What were your first thoughts of Nevada? What did you think of Reno and the West Coast?

WS: "Everything was new for me, but Reno is very similar to my hometown. The first year was really hard for me when I couldn’t speak any English or understand. I wasn’t alone, so that was good for me. But now I know my team and my teammates were really nice to me so I just felt like I was at home. The city is very similar to my hometown."

What’s the thing you love most about your hometown and being able to go back home?

WS: "I have a good team there and my teammates from my hometown also study in the USA, so we always go back at the same times, so that’s nice so we can compete there and spend time together. So I think that’s the best thing for us so we can keep our friendship."

Why swimming? When did you start swimming and what made you get into the sport?

WS: "Oh, I don’t know. We don’t have sports, really. When I was, like, 5 years old, I went to the pool with my dad. He taught me how to swim, and I think the coach looked and asked me if I wanted to join his team, so I said, 'Why not?' I was everywhere. I couldn’t stand in one place, so I just started to swim. Also because of my best friends, The other one from Poland (Nevada teammate Julia Adamczyk), we went to school together for 14 years and practiced together, but I think because of the people. I just wanted to go to the pool to meet them, so I stuck to swimming. I feel really good in the water. It’s funny because sometimes I’m not thinking about swimming when I’m doing that. I’m just in the water.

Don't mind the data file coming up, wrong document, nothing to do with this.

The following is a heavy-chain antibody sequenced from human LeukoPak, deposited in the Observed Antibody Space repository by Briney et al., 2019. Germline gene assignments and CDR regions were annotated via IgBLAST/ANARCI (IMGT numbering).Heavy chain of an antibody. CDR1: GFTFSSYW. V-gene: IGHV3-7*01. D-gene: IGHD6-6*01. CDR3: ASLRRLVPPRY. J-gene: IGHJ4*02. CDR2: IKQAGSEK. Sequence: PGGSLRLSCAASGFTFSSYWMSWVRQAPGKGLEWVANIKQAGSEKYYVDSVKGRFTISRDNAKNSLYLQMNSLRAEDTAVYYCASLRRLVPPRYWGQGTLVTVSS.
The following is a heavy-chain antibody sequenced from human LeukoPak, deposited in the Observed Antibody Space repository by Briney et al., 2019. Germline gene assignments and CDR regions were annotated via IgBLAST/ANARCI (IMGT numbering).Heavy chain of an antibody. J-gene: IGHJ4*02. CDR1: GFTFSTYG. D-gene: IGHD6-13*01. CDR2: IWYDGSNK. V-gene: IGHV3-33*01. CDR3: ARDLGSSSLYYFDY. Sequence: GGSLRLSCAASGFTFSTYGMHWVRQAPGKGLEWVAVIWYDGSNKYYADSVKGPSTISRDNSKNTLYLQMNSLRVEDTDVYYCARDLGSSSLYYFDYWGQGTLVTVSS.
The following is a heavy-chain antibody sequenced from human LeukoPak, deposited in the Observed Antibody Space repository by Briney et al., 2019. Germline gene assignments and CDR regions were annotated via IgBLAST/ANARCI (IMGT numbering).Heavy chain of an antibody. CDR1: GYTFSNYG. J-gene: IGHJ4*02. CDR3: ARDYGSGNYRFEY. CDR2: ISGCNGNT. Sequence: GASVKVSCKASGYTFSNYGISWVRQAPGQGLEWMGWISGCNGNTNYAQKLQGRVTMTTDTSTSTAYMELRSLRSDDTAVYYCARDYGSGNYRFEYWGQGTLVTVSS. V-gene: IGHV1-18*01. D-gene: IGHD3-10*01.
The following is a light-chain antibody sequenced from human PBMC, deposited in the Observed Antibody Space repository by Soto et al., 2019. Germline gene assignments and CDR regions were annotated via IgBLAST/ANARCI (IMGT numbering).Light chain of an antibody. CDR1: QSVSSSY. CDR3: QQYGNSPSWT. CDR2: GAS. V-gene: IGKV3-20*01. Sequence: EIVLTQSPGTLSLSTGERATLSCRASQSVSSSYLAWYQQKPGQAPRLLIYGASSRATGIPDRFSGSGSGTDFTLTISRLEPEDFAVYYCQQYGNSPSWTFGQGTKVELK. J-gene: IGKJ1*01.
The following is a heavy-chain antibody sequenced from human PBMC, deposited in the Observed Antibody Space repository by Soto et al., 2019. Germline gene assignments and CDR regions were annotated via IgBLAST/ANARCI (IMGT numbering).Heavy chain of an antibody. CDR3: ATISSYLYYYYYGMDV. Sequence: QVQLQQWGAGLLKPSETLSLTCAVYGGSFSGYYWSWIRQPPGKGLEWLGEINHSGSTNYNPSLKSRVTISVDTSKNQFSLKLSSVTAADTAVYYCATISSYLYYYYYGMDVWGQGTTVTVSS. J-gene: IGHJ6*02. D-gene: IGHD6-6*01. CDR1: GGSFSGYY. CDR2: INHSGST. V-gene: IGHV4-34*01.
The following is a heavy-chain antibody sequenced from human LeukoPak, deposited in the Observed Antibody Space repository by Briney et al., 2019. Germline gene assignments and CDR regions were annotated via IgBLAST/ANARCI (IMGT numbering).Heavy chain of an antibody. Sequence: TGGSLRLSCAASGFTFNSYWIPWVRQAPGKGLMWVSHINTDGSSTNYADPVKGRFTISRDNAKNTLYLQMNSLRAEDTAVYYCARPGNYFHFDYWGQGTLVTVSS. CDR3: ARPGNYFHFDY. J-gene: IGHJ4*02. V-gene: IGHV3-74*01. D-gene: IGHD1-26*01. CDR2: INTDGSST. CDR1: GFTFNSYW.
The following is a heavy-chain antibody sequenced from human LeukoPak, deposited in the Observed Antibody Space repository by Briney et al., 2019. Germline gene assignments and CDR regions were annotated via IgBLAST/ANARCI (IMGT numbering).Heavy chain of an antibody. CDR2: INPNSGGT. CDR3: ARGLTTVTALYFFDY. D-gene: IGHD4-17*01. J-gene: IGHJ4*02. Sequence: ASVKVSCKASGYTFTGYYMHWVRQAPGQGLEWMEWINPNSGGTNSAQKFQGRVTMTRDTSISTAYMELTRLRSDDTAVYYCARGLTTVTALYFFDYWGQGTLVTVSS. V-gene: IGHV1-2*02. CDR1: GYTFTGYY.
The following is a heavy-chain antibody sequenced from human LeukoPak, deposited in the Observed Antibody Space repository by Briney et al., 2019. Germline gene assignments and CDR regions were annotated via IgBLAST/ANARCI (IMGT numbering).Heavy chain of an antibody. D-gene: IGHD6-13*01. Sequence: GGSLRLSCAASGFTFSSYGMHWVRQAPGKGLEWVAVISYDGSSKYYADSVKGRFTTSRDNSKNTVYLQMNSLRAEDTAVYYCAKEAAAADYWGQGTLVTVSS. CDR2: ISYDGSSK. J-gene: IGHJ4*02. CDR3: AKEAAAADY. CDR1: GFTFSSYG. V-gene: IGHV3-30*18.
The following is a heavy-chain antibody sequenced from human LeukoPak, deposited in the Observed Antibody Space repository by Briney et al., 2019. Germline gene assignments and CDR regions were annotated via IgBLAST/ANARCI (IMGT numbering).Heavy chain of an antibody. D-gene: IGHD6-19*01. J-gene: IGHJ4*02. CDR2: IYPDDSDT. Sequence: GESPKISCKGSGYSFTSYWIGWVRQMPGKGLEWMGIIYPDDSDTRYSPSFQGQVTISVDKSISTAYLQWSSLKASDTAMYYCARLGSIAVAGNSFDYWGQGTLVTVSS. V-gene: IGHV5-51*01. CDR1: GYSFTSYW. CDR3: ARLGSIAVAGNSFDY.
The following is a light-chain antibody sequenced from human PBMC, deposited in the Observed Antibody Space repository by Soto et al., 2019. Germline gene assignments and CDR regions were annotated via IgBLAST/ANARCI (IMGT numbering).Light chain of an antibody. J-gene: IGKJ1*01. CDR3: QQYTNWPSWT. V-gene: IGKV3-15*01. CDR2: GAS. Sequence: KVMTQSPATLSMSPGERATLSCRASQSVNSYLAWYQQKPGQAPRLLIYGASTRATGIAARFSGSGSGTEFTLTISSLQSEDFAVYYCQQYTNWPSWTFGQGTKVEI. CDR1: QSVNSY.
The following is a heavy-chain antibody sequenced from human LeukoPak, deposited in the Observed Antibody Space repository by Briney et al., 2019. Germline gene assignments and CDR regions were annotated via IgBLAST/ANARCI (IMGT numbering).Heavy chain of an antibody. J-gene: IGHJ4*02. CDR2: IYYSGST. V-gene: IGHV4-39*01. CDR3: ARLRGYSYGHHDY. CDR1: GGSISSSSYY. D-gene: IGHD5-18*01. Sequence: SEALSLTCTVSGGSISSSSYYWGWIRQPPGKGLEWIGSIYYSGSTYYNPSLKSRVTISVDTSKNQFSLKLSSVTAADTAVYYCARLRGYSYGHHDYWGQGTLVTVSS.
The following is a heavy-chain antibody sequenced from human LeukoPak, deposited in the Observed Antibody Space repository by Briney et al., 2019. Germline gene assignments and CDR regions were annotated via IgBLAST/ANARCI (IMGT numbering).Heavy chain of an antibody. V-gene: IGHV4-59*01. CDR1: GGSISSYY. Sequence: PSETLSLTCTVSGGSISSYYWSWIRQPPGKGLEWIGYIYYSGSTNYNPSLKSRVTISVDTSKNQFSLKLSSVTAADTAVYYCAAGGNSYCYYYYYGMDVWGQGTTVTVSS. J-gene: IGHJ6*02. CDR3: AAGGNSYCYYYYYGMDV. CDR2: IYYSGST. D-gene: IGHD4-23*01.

How beneficial has it been to have Donna (dePolo) to train against? Knowing that if you're going to win a Mountain West gold, you’re probably going to have to beat her, so just to kind of learn things from her and she learns some things as well from you?

WS: "I really enjoy that. Even though we are in the water, but we are friends in our lives. I feel like we motivate each other, so before this meet we had a deal, like, 'I win the 100 and she wins the 200 race,' and we did that. When we are in dual meets, it doesn’t matter who will win. We always focus to be in first and second place, but in conference, that’s nice when we can compete together and one of us will win."

How do you think you’ve grown as a person and a swimmer from when you first came to Nevada until now?